The subsequent-and professedly responsive-action by Congress to amend Exemption 3 to "eliminate the gap created in the Freedom of Information Act by the Robertson case," H.R.Rep.No. 880 (Part I), 94th Cong., 2d Sess. 23 (1976), U.S.Code Cong. & Admin.News 1976, p. 2205, emphatically demonstrated Congress's intent that FOIA must be taken to be something more than an ordinary statute, namely, the definitive word on disclosure of the information in the Government's possession covered by it. See S.Rep.No. 813, 89th Cong., 1st Sess. 3 (1965). Other legislation, its history, and powers of Congress underlying it are not to be ignored, but are to be taken as justifying refusal to disclose only when they meet the strictures of one of the specific exemptions included in FOIA. Consequently, when the District Court went beyond its determination that the material did not fall within the relevant FOIA exemption, and asked whether Congress had the power to prevent disclosure and had in fact exercised such power in the past, it asked a question an affirmative answer to which could not foreclose appellant's right to disclosure.
In so holding, we are not to be understood as implying that there is no FOIA exemption that could conceivably encompass the disputed material. Rather, we assert only, as did the District Court, that Exemption 3-the only FOIA exemption claimed by the Department of State in this court-does not apply to this material; and that, in the absence of any other applicable exemption, the courts lack the power to bar disclosure permanently. On remand, the District Court may consider the applicability of any other FOIA exemptions, whether raised by the Department of State or by the court itself, sua sponte.10
It is possible for a reviewing court to have substantial reservations about the wisdom of public disclosure of various kinds of materials which Congress has, wittingly or unwittingly, in terms brought within the broad reach of FOIA. It is not unlikely that there are circumstances in which, if Congressional attention were to be focussed directly upon a disclosure mandated by FOIA, it would elect to narrow the scope of that statute, just as its focus upon the disclosure denied by the Supreme Court in Robertson caused it explicitly to broaden the Act. But, until Congress acts in response to such a stimulus, there is no dispensing power presently vested in the courts to repair what arguably may have been an oversight. That can only be done by Congress itself. The most that a court could do in such a situation would be, in response to a strong showing of imminent and demonstrable danger to a compelling national interest, to stay its judgment for a time to give Congress an opportunity to correct its oversight, if such it be.11 See, e.g., the judgment order of this court in American Banks Association and Tioga State Bank v. Connell, (D.C. Cir. 1979).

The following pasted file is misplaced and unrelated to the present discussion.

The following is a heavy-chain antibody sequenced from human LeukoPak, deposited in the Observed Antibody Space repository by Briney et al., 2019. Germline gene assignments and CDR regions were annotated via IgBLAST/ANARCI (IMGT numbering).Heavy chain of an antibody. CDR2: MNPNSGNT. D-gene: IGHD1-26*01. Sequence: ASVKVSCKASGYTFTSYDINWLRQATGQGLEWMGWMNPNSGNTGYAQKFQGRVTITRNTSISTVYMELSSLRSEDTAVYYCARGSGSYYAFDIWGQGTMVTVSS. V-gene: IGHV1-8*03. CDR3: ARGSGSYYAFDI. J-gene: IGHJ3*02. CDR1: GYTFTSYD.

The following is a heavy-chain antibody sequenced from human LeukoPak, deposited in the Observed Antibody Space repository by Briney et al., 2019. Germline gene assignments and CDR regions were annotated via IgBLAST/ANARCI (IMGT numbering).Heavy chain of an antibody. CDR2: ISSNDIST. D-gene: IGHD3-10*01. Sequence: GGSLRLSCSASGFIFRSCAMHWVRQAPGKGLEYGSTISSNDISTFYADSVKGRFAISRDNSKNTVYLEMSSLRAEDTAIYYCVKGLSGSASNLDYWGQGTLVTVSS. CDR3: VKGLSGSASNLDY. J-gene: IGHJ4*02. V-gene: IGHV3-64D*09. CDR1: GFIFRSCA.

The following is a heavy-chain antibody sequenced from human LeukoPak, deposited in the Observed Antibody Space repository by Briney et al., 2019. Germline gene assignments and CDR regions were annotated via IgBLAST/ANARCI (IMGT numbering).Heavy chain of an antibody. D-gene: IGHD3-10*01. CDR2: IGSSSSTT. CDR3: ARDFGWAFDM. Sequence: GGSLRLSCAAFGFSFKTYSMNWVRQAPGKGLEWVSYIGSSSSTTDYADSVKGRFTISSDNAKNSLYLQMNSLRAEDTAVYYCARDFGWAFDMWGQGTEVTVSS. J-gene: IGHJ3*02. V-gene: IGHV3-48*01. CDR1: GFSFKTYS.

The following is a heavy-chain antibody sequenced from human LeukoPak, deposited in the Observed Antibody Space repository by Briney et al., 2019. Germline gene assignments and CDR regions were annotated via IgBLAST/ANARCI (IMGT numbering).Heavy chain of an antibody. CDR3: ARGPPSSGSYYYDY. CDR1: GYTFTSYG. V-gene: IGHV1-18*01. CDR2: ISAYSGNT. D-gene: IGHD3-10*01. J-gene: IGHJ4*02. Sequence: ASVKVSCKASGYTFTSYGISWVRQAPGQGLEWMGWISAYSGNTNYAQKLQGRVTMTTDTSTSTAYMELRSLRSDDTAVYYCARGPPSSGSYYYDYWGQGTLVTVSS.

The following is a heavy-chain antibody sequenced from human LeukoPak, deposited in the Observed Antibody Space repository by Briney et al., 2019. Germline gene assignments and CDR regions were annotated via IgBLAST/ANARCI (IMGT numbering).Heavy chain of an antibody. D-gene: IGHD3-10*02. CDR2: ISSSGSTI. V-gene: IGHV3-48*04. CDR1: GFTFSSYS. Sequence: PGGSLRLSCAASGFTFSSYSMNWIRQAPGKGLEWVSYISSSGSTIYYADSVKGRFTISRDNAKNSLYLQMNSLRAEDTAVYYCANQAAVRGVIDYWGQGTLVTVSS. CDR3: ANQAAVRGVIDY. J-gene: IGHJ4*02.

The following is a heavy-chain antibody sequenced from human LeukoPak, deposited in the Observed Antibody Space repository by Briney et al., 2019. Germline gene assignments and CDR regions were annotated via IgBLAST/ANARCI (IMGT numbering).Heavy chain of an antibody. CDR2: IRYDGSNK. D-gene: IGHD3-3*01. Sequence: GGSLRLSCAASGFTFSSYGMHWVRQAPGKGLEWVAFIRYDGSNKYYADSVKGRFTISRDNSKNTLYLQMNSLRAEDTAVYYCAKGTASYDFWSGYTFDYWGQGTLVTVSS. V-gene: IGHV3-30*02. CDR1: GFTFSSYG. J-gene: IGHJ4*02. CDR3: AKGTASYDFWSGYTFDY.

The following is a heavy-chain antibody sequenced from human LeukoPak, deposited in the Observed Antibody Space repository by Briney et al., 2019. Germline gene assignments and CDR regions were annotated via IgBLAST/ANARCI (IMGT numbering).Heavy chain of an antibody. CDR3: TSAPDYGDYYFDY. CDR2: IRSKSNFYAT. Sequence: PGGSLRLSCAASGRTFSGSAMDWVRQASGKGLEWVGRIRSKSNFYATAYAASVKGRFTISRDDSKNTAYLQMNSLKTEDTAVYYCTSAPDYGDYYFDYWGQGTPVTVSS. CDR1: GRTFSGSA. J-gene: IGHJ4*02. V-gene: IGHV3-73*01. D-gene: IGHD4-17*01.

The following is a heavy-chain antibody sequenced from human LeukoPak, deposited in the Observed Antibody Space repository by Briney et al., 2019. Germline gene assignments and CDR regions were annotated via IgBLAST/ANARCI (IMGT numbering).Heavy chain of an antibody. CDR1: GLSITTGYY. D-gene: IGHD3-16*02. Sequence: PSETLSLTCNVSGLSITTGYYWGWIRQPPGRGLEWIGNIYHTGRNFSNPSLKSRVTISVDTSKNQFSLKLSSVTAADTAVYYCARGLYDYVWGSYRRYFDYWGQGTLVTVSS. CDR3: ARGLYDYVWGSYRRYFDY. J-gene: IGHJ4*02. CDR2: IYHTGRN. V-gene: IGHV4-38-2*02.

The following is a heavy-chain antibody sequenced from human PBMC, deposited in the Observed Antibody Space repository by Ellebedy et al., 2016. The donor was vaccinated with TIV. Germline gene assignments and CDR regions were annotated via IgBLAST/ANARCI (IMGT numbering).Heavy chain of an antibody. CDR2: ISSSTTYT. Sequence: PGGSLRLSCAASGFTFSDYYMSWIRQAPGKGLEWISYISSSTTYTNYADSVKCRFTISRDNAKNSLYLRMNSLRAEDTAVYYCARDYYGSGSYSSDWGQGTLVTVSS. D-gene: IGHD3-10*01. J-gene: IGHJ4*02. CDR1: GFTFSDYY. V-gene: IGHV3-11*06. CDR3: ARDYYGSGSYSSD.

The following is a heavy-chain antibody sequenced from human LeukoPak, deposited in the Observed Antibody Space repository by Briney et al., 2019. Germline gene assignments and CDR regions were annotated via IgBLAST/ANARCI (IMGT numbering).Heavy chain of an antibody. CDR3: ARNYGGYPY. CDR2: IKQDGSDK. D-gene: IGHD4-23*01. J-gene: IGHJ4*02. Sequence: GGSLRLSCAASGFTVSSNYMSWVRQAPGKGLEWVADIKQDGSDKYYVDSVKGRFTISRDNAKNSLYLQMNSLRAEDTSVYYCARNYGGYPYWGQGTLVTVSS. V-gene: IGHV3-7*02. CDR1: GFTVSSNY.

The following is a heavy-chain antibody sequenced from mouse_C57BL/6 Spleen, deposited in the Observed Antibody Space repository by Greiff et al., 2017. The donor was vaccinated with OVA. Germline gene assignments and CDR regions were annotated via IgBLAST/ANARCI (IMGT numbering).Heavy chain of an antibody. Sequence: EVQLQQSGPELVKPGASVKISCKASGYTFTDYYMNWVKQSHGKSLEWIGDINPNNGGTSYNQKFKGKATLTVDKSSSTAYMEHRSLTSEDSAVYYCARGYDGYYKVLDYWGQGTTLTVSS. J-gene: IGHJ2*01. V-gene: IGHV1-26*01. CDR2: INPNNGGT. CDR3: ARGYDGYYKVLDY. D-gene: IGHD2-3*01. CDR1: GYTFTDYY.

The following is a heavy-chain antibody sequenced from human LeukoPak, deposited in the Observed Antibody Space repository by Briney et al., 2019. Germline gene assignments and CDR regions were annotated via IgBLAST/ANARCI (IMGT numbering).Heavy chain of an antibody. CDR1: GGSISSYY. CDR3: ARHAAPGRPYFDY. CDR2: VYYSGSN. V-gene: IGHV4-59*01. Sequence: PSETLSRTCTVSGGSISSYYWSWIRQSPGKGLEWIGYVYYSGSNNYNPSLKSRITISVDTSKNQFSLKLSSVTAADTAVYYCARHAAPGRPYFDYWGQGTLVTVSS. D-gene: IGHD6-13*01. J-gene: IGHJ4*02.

For the foregoing reasons, we (1) reverse the grant of summary judgment by the District Court to appellee Department of State, and (2) affirm the denial of appellant Post's motion for summary judgment, without prejudice to a second motion by the Post should the Government be unable to establish the applicability of any other exemptions.
Our remand of this case to the District Court shall, however, be without prejudice to an application by the Department of State, if it should so choose, to the District Court for a stay of the judgment mandated by this opinion, for the purpose and upon the showing hereinabove indicated. Any such stay shall be entered only after such proceedings as the District Court may determine to be necessary for the exploration of the dangers to the national interest asserted by the Department of State, and upon appropriate findings by the District Court. Such a stay should be of fixed duration and only for such period of time as may be reasonably required for the exhaustion of its purpose.
It is so ordered.
FRIEDMAN, Chief Judge, concurring:
This is a difficult and perplexing case which requires the reconciliation of two lines of conflicting congressional directives.
1. On the one hand, two sets of statutes counsel secrecy. First, there are the statutes authorizing the Secretary to account for these expenditures by merely certifying their amount without disclosing their nature. 22 U.S.C. § 2671(a) (1976); 31 U.S.C. § 107 (1976). The procedure of accounting for expenditures relating to foreign affairs secretly through certificates is almost as old as the Constitution. In the Act of Feb. 9, 1793, ch. IV, § 2, 1 Stat. 299, 300, Congress empowered the President to account for all money spent "for the purposes of intercourse or treaty, with foreign nations," either specifically or by certificates, "as he may think it advisable." This section was codified in the Revised Statutes of 1878. R.S. § 291.
The present version gives the President the same choice in accounting for all expenditures "for the purposes of intercourse or treaty with foreign nations ... as he may think it advisable." 31 U.S.C. § 107. In 1979, $2,350,000 was appropriated "to enable the Secretary of State to meet unforeseen emergencies arising in the Diplomatic and Consular Service," to be accounted for under section 107. Act of Sept. 24, 1979, Pub. L. No. 96-68, title I, 93 Stat. 416, 417.
Second, in 1980, Congress passed the General Accounting Office Act of 1980, Pub. L. No. 96-226, 94 Stat. 311. Section 101 authorizes the General Accounting Office to audit an expenditure accounted for solely by certificate "to determine whether the expenditure was, in fact, actually made and whether such expenditure was authorized by law." 31 U.S.C. § 67(f) (1) (Supp. IV 1980).